Skip to ContentSkip to Navigation
About us News and Events PhD ceremonies

The floor is yours

A conversation analytic study of teachers’ conduct facilitating whole-class discussions around texts
PhD ceremony:dr. A. (Annerose) Willemsen
When:November 07, 2019
Start:12:45
Supervisors:prof. dr. C.M. (Kees) de Glopper, prof. dr. A.J. (Tom) Koole
Co-supervisor:dr. M.N. (Myrte) Gosen
Where:Academy building RUG
Faculty:Arts
The floor is yours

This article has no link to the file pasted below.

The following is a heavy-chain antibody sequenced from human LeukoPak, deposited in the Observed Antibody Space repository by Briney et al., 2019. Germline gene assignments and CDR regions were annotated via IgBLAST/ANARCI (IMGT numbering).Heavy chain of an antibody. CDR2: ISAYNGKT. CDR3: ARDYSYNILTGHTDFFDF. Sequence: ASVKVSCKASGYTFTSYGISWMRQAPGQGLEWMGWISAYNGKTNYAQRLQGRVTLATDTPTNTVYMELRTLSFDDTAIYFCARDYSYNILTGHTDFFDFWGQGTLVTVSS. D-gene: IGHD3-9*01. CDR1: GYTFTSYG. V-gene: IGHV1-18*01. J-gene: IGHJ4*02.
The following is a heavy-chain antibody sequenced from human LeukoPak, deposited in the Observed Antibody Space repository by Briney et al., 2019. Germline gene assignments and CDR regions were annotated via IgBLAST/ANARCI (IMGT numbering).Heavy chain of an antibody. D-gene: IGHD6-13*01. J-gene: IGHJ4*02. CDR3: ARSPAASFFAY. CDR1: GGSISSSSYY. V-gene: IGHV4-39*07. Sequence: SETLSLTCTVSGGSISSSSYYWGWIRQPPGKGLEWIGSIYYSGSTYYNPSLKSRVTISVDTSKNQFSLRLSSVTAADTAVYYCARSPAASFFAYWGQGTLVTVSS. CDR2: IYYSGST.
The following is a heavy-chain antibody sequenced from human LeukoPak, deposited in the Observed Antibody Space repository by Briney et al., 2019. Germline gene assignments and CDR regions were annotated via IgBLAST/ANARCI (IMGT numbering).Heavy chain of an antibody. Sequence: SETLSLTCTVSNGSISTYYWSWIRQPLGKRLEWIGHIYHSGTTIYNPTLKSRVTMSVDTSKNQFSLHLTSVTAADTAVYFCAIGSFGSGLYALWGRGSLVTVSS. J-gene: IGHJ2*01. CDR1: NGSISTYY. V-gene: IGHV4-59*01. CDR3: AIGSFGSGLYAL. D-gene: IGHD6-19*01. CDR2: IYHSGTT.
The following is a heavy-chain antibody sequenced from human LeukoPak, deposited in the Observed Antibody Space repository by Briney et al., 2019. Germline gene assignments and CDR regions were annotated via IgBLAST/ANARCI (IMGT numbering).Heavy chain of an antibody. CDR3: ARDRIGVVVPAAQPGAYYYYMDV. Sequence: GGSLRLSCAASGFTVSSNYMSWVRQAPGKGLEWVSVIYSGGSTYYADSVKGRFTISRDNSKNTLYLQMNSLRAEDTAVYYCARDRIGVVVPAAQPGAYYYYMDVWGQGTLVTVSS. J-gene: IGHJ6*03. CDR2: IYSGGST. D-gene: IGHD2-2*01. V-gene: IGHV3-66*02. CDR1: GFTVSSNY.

This dissertation reports on detailed interaction research into the ways in which primary school teachers provide space for discussion during history lessons. Teachers participating in this project were asked to hold whole-class discussions on the basis of the textbook texts, instead of having their students complete written exercises individually. Productive discussions offer students the opportunity to collaboratively build understanding and enhance their individual cognitive processes. In order to realize productive discussions, teachers should facilitate interaction in which students produce longer stretches of talk and are provided the opportunity to talk and think together. Until now, recommendations to teachers holding whole-class discussions have been rather general. This thesis fulfils the need for detailed insight into teachers’ conduct during these discussions.The research shows that teachers, without having received intensive instruction, possess a large repertoire of conduct to facilitate and support discussions. For instance, the study of teachers’ ‘open and authentic questions’ revealed that one open question gives students much freedom and leads to actual discussion, while the other steers the students into a certain direction and generates only short answers. The other studies in this thesis unravel details of teacher conduct encouraging students to elaborate and to respond to each other. Apart from these nuances within specific types of conduct, this research has pointed out that teachers can facilitate and support whole-class discussions by means of less obvious conduct such as gaze, gestures and even the drinking of coffee at a moment at which the teacher would normally take a speaking turn. With the insights from this research teachers could be made more consciously competent.